HP Security Products Blog
From applications to infrastructure, enterprises and governments alike face a constant barrage of digital attacks designed to steal data, cripple networks, damage brands, and perform a host of other malicious intents. HP Enterprise Security Products offers products and services that help organizations meet the security demands of a rapidly changing and more dangerous world. HP ESP enables businesses and institutions to take a proactive approach to security that integrates information correlation, deep application analysis and network-level defense mechanisms—unifying the components of a complete security program and reducing risk across your enterprise. In this blog, we will announce the latest offerings from HP ESP, discuss current trends in vulnerability research and technology, reveal new HP ESP security initiatives and promote our upcoming appearances and speaking engagements.

Are hackers wreaking Havex on your network?

Havex, also referred to as “Energetic Bear,” is a piece of Windows malware that is actively being utilized in the wild in attacks against critical infrastructure, specifically targeting the energy sector in Western Europe and North America. This threat to enterprise security is a remote access Trojan (RAT) that is used to perform reconnaissance and assist in delivering additional payloads to the target. Once installed, it fingerprints the victim machine (users, files, directories, etc.) it sends and receives information from compromised PHP web servers.


Havex can be delivered to the target in multiple ways:

  • Spam/Phishing
  • Watering-hole attacks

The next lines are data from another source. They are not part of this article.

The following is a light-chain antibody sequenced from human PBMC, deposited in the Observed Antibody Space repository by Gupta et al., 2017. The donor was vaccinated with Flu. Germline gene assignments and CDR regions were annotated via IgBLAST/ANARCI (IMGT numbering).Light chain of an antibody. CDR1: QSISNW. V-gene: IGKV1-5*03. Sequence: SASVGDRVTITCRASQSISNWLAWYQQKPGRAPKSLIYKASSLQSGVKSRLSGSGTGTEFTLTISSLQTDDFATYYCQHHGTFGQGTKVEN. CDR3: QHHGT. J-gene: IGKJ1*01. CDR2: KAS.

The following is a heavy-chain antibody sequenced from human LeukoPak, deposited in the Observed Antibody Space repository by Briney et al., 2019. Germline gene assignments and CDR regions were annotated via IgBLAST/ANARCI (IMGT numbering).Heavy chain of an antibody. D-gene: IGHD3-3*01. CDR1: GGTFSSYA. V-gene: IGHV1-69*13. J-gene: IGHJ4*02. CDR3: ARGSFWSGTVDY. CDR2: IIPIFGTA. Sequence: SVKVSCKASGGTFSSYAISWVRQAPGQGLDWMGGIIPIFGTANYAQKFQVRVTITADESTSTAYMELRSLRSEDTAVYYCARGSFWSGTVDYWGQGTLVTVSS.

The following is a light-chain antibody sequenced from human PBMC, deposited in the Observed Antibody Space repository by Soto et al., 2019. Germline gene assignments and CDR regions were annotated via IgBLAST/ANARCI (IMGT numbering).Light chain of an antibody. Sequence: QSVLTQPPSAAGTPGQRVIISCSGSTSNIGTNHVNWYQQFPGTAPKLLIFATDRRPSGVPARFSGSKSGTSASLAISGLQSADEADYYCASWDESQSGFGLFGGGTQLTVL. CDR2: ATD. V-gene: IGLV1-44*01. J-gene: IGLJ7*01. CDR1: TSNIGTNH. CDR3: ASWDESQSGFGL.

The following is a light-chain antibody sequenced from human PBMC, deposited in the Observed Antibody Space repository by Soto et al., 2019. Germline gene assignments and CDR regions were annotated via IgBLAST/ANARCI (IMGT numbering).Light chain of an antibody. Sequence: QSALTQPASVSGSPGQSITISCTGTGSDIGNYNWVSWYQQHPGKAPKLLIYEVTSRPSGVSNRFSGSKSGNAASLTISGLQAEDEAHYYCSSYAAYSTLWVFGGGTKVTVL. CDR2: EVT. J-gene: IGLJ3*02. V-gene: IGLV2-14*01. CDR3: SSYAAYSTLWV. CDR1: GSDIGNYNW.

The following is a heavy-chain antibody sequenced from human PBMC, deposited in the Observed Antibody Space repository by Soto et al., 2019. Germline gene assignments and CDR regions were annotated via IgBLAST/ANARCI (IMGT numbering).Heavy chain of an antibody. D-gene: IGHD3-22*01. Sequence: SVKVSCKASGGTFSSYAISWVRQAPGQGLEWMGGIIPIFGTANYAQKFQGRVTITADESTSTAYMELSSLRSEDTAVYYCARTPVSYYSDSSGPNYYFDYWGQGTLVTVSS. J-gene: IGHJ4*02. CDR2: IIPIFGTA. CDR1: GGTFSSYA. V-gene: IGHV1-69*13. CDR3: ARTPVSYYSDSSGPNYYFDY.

• Exploit Kits (Hello/Lights Out)
  • Masquerading as a legitimate (trojanized) download

 Let’s take a look at a sample of this malware (SHA1: 7f249736efc0c31c44e96fb72c1efcc028857ac7)


havex.pngThe sample we analyzed was a trojanized version of VPN software.  Upon execution, this software loads and activates the malware which starts obtaining information about the system and waiting to receive commands. 















So now what? Is there a way to protect yourself from Havex?

Well that’s the good news—HP TippingPoint customers are protected from this malware’s outbound communication attempts. Next Tuesday a specific filter, 16455, will be published in our HP TippingPoint DVLabs weekly Digital Vaccine package for full coverage. In the interim, please contact HP TippingPoint support or your local Solution Architect to receive a custom filter for immediate use.

Protection from the Hello and Lights Out exploit kit are provided today by filters:

  • 12877: HTTP: Oracle Java Malicious Archive File Download
  • 13244: HTTP: Malicious Jar File Download (ZDI-13-153)
  • 13187: HTTP: Malicious Jar File Download
  • 12916: HTTP: Microsoft Internet Explorer offsetParent Use-After-Free Vulnerability
  • 12917: HTTP: Microsoft Internet Explorer offsetParent Use-After-Free Vulnerability
  • 12918: HTTP: Microsoft Internet Explorer offsetParent Use-After-Free Vulnerability

Stay ahead of the bad guys with HP TippingPoint—we are always on your side and understand that when it comes to protecting your network, every second matters. 


HP TippingPoint Network Security solutions

When every second matters, HP TippingPoint delivers industry-leading security intelligence powered by HP TippingPoint DVLabs—keeping you ahead of the threats. With simple, reliable and effective products including TippingPoint Next-Generation Intrusion Prevention System (IPS),  TippingPoint Next-Generation Firewall (NGFW), and the TippingPoint Security Management System, we are on your side, delivering proactive network security protection.  Learn more about how HP TippingPoint can help you with your network security solutions.


Labels: DVLabs| TippingPoint
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